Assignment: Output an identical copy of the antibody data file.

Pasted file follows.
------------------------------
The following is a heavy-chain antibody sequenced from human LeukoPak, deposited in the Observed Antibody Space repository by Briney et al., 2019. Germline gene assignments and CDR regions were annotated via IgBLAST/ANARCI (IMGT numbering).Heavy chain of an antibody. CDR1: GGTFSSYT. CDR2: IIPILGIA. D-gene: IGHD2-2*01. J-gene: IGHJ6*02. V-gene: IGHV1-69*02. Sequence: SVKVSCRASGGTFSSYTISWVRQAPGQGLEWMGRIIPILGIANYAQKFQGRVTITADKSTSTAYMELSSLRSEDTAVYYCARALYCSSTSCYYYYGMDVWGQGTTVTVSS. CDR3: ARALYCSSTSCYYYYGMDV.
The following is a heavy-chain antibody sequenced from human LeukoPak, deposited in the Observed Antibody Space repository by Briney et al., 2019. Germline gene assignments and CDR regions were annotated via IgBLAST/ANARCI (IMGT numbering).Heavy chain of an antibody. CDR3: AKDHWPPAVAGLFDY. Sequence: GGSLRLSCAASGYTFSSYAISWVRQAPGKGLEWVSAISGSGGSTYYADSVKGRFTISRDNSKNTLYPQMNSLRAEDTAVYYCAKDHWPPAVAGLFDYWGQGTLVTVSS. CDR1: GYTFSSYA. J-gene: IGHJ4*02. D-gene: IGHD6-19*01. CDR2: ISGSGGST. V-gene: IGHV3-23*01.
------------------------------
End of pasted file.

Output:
The following is a heavy-chain antibody sequenced from human LeukoPak, deposited in the Observed Antibody Space repository by Briney et al., 2019. Germline gene assignments and CDR regions were annotated via IgBLAST/ANARCI (IMGT numbering).Heavy chain of an antibody. CDR1: GGTFSSYT. CDR2: IIPILGIA. D-gene: IGHD2-2*01. J-gene: IGHJ6*02. V-gene: IGHV1-69*02. Sequence: SVKVSCRASGGTFSSYTISWVRQAPGQGLEWMGRIIPILGIANYAQKFQGRVTITADKSTSTAYMELSSLRSEDTAVYYCARALYCSSTSCYYYYGMDVWGQGTTVTVSS. CDR3: ARALYCSSTSCYYYYGMDV.
The following is a heavy-chain antibody sequenced from human LeukoPak, deposited in the Observed Antibody Space repository by Briney et al., 2019. Germline gene assignments and CDR regions were annotated via IgBLAST/ANARCI (IMGT numbering).Heavy chain of an antibody. CDR3: AKDHWPPAVAGLFDY. Sequence: GGSLRLSCAASGYTFSSYAISWVRQAPGKGLEWVSAISGSGGSTYYADSVKGRFTISRDNSKNTLYPQMNSLRAEDTAVYYCAKDHWPPAVAGLFDYWGQGTLVTVSS. CDR1: GYTFSSYA. J-gene: IGHJ4*02. D-gene: IGHD6-19*01. CDR2: ISGSGGST. V-gene: IGHV3-23*01.